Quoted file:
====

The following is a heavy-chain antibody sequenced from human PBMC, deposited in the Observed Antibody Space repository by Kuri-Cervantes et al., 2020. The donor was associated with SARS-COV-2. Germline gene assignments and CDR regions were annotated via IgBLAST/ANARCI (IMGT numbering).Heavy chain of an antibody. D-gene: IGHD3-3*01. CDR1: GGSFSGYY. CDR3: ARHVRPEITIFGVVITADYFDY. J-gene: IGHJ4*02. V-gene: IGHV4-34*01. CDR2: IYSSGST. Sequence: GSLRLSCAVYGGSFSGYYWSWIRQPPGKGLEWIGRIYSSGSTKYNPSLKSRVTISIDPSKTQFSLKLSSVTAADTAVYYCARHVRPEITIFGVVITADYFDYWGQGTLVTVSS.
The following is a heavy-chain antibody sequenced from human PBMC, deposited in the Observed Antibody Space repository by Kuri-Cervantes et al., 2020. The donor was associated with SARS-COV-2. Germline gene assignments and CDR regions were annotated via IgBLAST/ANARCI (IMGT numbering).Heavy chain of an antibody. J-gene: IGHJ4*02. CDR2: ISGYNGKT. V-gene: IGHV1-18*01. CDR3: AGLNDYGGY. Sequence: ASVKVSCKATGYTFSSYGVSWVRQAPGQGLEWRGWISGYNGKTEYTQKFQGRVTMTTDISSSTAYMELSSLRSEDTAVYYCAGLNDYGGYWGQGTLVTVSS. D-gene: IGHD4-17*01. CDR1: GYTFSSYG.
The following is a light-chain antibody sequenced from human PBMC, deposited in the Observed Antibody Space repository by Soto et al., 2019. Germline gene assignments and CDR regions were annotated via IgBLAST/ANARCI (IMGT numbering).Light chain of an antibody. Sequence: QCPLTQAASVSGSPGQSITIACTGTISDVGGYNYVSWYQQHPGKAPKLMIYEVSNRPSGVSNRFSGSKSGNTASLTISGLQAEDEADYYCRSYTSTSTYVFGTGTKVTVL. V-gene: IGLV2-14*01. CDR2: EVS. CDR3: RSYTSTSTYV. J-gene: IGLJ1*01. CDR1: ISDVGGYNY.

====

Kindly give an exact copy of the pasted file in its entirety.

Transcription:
The following is a heavy-chain antibody sequenced from human PBMC, deposited in the Observed Antibody Space repository by Kuri-Cervantes et al., 2020. The donor was associated with SARS-COV-2. Germline gene assignments and CDR regions were annotated via IgBLAST/ANARCI (IMGT numbering).Heavy chain of an antibody. D-gene: IGHD3-3*01. CDR1: GGSFSGYY. CDR3: ARHVRPEITIFGVVITADYFDY. J-gene: IGHJ4*02. V-gene: IGHV4-34*01. CDR2: IYSSGST. Sequence: GSLRLSCAVYGGSFSGYYWSWIRQPPGKGLEWIGRIYSSGSTKYNPSLKSRVTISIDPSKTQFSLKLSSVTAADTAVYYCARHVRPEITIFGVVITADYFDYWGQGTLVTVSS.
The following is a heavy-chain antibody sequenced from human PBMC, deposited in the Observed Antibody Space repository by Kuri-Cervantes et al., 2020. The donor was associated with SARS-COV-2. Germline gene assignments and CDR regions were annotated via IgBLAST/ANARCI (IMGT numbering).Heavy chain of an antibody. J-gene: IGHJ4*02. CDR2: ISGYNGKT. V-gene: IGHV1-18*01. CDR3: AGLNDYGGY. Sequence: ASVKVSCKATGYTFSSYGVSWVRQAPGQGLEWRGWISGYNGKTEYTQKFQGRVTMTTDISSSTAYMELSSLRSEDTAVYYCAGLNDYGGYWGQGTLVTVSS. D-gene: IGHD4-17*01. CDR1: GYTFSSYG.
The following is a light-chain antibody sequenced from human PBMC, deposited in the Observed Antibody Space repository by Soto et al., 2019. Germline gene assignments and CDR regions were annotated via IgBLAST/ANARCI (IMGT numbering).Light chain of an antibody. Sequence: QCPLTQAASVSGSPGQSITIACTGTISDVGGYNYVSWYQQHPGKAPKLMIYEVSNRPSGVSNRFSGSKSGNTASLTISGLQAEDEADYYCRSYTSTSTYVFGTGTKVTVL. V-gene: IGLV2-14*01. CDR2: EVS. CDR3: RSYTSTSTYV. J-gene: IGLJ1*01. CDR1: ISDVGGYNY.